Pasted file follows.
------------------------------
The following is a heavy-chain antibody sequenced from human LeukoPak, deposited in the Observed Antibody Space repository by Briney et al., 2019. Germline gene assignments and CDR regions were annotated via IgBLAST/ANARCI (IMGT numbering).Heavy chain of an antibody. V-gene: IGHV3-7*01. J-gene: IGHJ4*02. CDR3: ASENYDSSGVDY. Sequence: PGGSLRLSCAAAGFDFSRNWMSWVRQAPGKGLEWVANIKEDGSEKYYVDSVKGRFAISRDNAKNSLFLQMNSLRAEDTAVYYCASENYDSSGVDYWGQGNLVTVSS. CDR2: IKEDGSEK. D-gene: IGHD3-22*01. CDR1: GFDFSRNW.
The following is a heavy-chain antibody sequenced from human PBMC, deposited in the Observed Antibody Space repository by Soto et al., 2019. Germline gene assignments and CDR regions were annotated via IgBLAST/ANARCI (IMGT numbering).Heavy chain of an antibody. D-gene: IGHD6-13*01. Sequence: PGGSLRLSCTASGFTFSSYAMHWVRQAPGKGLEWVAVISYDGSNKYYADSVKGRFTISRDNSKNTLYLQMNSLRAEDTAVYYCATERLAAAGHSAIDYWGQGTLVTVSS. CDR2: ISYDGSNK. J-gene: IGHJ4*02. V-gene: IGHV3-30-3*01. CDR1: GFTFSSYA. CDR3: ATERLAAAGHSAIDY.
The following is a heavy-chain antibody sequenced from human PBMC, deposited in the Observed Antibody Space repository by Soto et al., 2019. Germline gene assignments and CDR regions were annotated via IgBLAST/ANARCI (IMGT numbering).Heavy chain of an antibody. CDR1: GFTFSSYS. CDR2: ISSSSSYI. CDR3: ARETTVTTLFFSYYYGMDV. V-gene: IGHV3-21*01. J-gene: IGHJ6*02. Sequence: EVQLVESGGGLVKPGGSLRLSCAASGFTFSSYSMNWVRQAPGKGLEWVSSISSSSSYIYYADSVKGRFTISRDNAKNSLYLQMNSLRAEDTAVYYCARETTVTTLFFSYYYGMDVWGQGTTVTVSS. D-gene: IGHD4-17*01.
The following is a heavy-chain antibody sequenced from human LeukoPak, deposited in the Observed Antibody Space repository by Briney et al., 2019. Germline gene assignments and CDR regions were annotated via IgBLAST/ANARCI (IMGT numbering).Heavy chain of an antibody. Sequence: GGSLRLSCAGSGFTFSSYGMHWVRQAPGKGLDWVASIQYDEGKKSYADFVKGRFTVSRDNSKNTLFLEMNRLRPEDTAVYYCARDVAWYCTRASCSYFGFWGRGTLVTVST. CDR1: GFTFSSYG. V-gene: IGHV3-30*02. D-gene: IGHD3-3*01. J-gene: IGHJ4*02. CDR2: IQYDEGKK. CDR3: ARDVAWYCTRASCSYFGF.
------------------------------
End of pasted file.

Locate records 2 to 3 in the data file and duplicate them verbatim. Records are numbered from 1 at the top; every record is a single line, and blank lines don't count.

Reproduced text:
The following is a heavy-chain antibody sequenced from human PBMC, deposited in the Observed Antibody Space repository by Soto et al., 2019. Germline gene assignments and CDR regions were annotated via IgBLAST/ANARCI (IMGT numbering).Heavy chain of an antibody. D-gene: IGHD6-13*01. Sequence: PGGSLRLSCTASGFTFSSYAMHWVRQAPGKGLEWVAVISYDGSNKYYADSVKGRFTISRDNSKNTLYLQMNSLRAEDTAVYYCATERLAAAGHSAIDYWGQGTLVTVSS. CDR2: ISYDGSNK. J-gene: IGHJ4*02. V-gene: IGHV3-30-3*01. CDR1: GFTFSSYA. CDR3: ATERLAAAGHSAIDY.
The following is a heavy-chain antibody sequenced from human PBMC, deposited in the Observed Antibody Space repository by Soto et al., 2019. Germline gene assignments and CDR regions were annotated via IgBLAST/ANARCI (IMGT numbering).Heavy chain of an antibody. CDR1: GFTFSSYS. CDR2: ISSSSSYI. CDR3: ARETTVTTLFFSYYYGMDV. V-gene: IGHV3-21*01. J-gene: IGHJ6*02. Sequence: EVQLVESGGGLVKPGGSLRLSCAASGFTFSSYSMNWVRQAPGKGLEWVSSISSSSSYIYYADSVKGRFTISRDNAKNSLYLQMNSLRAEDTAVYYCARETTVTTLFFSYYYGMDVWGQGTTVTVSS. D-gene: IGHD4-17*01.